Micrometer cantilever experiments are frequently used to evaluate the fracture toughness of brittle and ductile materials and interfaces. For brittle materials the fracture toughness evaluation depends on the experimentally determined critical force and analytical models which account for the geometry. Although the models require an isotropic material and perfect geometries, these models are often used for non-ideal materials and geometries, e.g. FIB production induced rounded edges, non-parallel sides. In addition, the ductile fracture toughness depends on the fracture energy and the hence the cantilever deflection, which enters in more elaborate analytical models.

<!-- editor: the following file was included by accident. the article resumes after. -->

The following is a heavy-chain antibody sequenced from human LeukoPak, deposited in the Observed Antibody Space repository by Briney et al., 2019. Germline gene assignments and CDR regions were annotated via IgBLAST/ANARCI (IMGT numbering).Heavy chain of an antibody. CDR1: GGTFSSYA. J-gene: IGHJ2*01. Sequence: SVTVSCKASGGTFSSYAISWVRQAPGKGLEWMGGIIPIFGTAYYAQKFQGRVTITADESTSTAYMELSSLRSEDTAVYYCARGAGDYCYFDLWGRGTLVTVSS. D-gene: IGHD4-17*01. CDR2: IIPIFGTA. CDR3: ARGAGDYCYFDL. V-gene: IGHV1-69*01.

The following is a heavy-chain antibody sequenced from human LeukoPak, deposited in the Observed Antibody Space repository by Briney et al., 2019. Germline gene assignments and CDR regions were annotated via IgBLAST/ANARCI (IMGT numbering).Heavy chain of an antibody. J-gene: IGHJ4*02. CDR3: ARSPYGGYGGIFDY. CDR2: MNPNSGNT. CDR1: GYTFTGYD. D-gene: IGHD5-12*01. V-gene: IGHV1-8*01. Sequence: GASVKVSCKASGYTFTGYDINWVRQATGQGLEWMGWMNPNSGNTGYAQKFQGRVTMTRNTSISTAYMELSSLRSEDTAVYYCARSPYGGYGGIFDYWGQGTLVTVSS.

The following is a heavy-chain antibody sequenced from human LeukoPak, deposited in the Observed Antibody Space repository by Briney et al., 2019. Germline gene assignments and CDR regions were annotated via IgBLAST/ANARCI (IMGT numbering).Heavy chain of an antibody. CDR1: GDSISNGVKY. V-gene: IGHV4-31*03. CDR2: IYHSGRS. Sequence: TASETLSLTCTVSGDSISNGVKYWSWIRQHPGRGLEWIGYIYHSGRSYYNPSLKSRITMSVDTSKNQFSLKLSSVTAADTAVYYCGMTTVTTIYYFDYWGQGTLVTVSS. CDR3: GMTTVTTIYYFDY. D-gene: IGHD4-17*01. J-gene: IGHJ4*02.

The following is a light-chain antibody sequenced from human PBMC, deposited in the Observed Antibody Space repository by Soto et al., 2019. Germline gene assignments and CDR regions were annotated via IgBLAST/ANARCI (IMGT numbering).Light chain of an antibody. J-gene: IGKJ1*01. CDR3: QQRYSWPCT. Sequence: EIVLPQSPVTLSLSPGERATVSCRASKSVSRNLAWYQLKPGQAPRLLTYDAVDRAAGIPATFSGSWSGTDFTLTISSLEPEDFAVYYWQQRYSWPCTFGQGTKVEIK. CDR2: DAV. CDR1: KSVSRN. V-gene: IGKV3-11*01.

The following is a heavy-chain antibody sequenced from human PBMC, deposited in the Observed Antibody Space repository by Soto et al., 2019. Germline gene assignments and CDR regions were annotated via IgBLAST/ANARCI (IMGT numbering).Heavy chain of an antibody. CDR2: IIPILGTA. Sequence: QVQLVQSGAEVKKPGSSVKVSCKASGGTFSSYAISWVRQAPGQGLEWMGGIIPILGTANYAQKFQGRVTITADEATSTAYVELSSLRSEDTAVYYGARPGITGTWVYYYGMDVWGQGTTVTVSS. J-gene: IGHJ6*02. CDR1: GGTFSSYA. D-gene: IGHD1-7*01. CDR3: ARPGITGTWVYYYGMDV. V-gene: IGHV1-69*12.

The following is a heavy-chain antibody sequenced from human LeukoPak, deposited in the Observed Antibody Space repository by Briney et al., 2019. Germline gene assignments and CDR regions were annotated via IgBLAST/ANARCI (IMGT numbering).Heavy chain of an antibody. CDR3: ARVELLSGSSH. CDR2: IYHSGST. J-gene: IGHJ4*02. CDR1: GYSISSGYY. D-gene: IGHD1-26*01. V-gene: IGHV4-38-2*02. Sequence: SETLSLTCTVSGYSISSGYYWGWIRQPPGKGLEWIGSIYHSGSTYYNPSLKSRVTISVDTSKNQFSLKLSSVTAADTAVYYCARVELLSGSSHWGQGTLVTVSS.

This contribution compares the analytical models for brittle failure and investigates the influence of anisotropy, pre-crack production shape and cantilever geometry. In addition, the influence of the testing equipment on the reported fracture toughness is discussed based on hundreds of FEM simulations. The fracture toughness of ductile materials is investigated fundamentally and the influence of pre-crack length and cantilever height are elaborated. Moreover, the effect of sample compliance and the origin of the analytical models is evaluated. I will close with an outlook on future fracture toughness experiments at the microscale.